Thursday, February 21, 2008

The Mystery Guest by Grégoire Bouillier

This French novella is a tasty lozenge of a book. Perfect for three hours on the plane.

Since being dumped by a girlfriend without explanation after a four year relationship the navel-gazing narrator was never able to get on with his life. Now, out of the blue, she calls and invites him to be the mystery guest at the birthday party of a conceptual artist friend of hers. Every year the artist makes a birthday party for herself and invites the exact number of guests corresponding to her age, with one mystery guest, someone unknown, like the extra candle on the birthday cake representing the year to come. He goes to the party expecting to confront the ex-girlfriend once and for all. He ends up confronting his own insecurities (seen oddly in his penchant for wearing tutleneck undershirts) and discovering that real life and fiction are more interconnected than he'd ever imagined.

To truly enjoy this novel you have to cut plenty of slack to the narrator's voice, rendered in a self-obsessed, hyper-sensitive Proustian style of prose; deeply "literate" (with a capital L, literary references play a significant part, particularly Virginia Woolf's Mrs. Dalloway), passionate, and with a tinge of snobbishness that sometimes marks books written in the "language of love."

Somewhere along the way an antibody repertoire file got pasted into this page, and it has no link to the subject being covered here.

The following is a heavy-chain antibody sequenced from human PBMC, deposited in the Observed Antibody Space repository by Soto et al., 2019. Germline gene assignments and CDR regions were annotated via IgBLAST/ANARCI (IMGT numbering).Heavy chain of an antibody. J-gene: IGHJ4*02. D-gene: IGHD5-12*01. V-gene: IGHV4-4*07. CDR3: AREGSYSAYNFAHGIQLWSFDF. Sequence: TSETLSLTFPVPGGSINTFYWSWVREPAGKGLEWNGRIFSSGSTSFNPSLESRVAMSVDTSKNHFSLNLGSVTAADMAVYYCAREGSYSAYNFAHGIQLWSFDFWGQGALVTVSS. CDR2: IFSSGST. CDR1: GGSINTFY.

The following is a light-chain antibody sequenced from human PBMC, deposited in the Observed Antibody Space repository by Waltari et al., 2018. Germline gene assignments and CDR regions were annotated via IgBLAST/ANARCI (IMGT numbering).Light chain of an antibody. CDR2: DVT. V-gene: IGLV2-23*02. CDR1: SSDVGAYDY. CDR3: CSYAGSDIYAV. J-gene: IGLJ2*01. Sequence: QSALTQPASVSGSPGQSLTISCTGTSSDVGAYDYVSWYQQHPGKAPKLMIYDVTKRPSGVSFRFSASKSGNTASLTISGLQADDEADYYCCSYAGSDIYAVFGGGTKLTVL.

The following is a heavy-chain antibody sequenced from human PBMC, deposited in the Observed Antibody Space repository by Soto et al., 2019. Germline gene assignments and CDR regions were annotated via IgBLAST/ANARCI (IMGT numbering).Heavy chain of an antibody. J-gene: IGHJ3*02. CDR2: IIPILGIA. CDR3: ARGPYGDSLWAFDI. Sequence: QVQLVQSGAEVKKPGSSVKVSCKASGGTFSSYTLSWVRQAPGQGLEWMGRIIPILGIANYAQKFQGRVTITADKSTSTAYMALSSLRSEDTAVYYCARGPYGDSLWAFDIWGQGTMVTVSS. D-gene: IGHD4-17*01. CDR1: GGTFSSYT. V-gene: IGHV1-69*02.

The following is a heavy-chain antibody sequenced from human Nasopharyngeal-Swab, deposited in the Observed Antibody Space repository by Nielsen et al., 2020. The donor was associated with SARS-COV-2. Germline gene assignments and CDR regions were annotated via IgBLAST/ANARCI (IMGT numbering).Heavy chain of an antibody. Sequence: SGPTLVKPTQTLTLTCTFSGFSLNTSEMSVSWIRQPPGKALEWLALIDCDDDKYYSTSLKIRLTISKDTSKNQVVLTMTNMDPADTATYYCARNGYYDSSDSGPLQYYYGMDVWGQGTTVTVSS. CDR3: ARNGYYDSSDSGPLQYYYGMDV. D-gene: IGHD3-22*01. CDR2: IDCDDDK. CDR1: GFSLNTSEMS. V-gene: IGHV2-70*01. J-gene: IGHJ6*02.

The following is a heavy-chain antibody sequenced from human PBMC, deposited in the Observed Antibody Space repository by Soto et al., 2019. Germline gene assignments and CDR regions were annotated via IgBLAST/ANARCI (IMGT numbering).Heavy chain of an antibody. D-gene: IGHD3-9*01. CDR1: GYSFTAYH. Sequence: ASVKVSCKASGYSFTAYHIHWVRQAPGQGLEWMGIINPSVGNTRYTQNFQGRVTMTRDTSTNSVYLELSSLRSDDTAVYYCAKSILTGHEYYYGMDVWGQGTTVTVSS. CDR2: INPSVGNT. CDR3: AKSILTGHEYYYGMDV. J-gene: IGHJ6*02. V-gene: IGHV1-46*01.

You have to appreciate moments like this, as he screws up his courage and rings the doorbell at the strange house, a bottle of vintage wine wrapped in tissue cradled in his arm as his birthday offering: "No buzzer buzzed. No echo greeted this act, which, it seemed, set nothing in motion, as if nothing had taken place, as if - in a word - I did not exist. And for a fraction of a second the world flickered before my eyes and grew dark. How could there only be silence when everything within me cried out that I'd done something tremendous." And it goes on.

The translator does an admirable job, although some phrasing doesn't quite make it into English intact. At times it feels like the translator is figureskating in construction boots. For example, "And I thought she must have noticed certain things about me, too, which she was keeping to herself and which couldn't have been all that pretty, either - and could it be that every second of this party would be a trial and an affront and a calvary of endless disillusionment?" Calvary of endless disillusionment?!

What saves the narrator from being completely insufferable are his insights and clever observations, like when he observes that none of the celebrities at the party look to him like celebrities. "To me they looked more like little bits of bread bobbing around and sinking in a bowl of milk."

Also the book's length is a saving grace. At a 126 pages it's like meeting someone at a party, chatting, sharing a few drinks, and departing before the buzz wears off and the company gets stale.

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